Conservator | 31-4 2010
WHC president David Brackett, the past director general of the CWS. Brackett was very familiar with both WHC and Environment Canada and was well known in the Canadian conservation community. Working closely with Environment Canada, WHC addressed the issues identified in the evaluations, very effectively re-establishing the prominence of its grantmaking program and focusing its resources on the habitat conservation needs of waterfowl. Brackett retired in 2008 and longtime waterfowl conservationist Len Ugarenko took over as WHC’s president. Ugarenko’s previous position was NAWMP co-ordinator for the International Association of Fish and Wildlife Agencies, and he has further sharpened the WHC focus on wetlands and waterfowl habitat conservation, and the need to communicate WHC’s activities among stakeholders, including waterfowlers. WHC has recently embarked on an ambitious effort to engage youth in out-of-doors activities in an effort to foster deeper connections with nature. Working in partnership with the Robert Bateman Get to Know Program, WHC created the inaugural Canadian Youth Wildlife Habitat Conservation Stamp to generate funds dedicated to youth education and conservation programs.
ooking back on 25 years, Wildlife Habitat Canada has done a lot of good things for wildlife habitat, Canadians and waterfowl. The waterfowl hunters and conservationists who purchase the stamp deserve to be proud of what WHC has accomplished based largely on their funding support. However, time has proven that the issues facing habitat are substantial and much more work still needs to be done. The core strategies that WHC was founded upon – to provide national leadership for habitat conservation in Canada by being a catalyst for action, an assessor of policy and a financial supporter of habitat initiatives – remain central throughout North America today. We are all running in a conservation marathon. It is a long and hard journey, but it’s worth it – because without habitat, there is no wildlife. It’s that simple. A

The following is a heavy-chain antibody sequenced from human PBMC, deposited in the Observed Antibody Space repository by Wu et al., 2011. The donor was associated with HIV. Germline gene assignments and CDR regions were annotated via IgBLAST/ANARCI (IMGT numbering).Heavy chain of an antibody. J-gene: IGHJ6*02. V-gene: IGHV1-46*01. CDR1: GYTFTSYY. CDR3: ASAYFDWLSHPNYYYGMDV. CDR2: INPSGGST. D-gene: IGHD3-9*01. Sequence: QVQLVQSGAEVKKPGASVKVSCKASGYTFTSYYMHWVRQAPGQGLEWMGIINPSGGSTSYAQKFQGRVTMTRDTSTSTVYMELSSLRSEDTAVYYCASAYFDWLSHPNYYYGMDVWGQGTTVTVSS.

Wildlife Habitat Canada is a national, non-profit foundation dedicated to the conservation, restoration and enhance ment of habitat in order to retain the diversity, distribution and abundance of wildlife in Canada.
Contact Wildlife Habitat Canada (613) 722-2090 www.whc.org
The flow of learning by l au r e n a n d r e s
d wetlan ort DUC that help to p p u s Help rograms nists. ervatio ion p educat r future cons ou w.com shape morro o t r o f ds wetlan
hen I looked out over the Yamuna River with a group of Indian students last year, I felt compelled to pull my scarf tightly over my face to ward off the gaseous toxins that it emitted. The river was black with sewage and bubbling with methane. Without protest from any students, we rolled back our sleeves, donned plastic gloves and started pulling layer after layer of garbage from the Yamuna’s black muddy banks in a symbolic cleanup drive. Some even rolled up their pant legs and walked in to reach for garbage farther out. Wading into one of the world’s 10 most polluted rivers to pick out garbage isn’t normally my idea of a vacation. However, for the six months I lived in Delhi volunteering with an environmental non-governmental organization called Swechha (www.swfc.org.in), it was a somewhat regular occurrence. Swechha’s work aims to connect students and professionals to the environment through workshops, river cleanups, field trips and tree planting drives. While there I participated in many of these events – and I learned a lot about this suffering environment. The fact that students eagerly jumped at picking up garbage in that moment was significant. As a group composed of Swechha staff and Grade 9 students, we had just travelled with the river for 12 days from her
Conservator | 31-4 2010
source in the Himalayas to her demise in Delhi. We camped on her banks, bathed in her rapids and spoke to villagers who drank, washed, irrigated and prayed with Yamuna. At the start of the trip these students scoffed when we reviewed our trip itinerary and mentioned a river cleanup in Delhi. “Garbage? We don’t pick up garbage,” one of our group said. Yet, when we arrived at the polluted waters, they were seeing it through new lenses. They didn’t hesitate to lend a hand to clean the source of their drinking water. So what caused this complete turnaround in their behaviour? Prior to this trip most students had never even seen the river in Delhi, let alone a clean river in the mountains.Through the experiential immersion of this trip, students made a connection between human uses of water and the current state of the river, travelling with it and watching it change as it moved through cities. Thinking and feeling are engaged by outdoor learning and the more actively immersed students are in their field experiences, the more memorable and effective that experience is likely to be.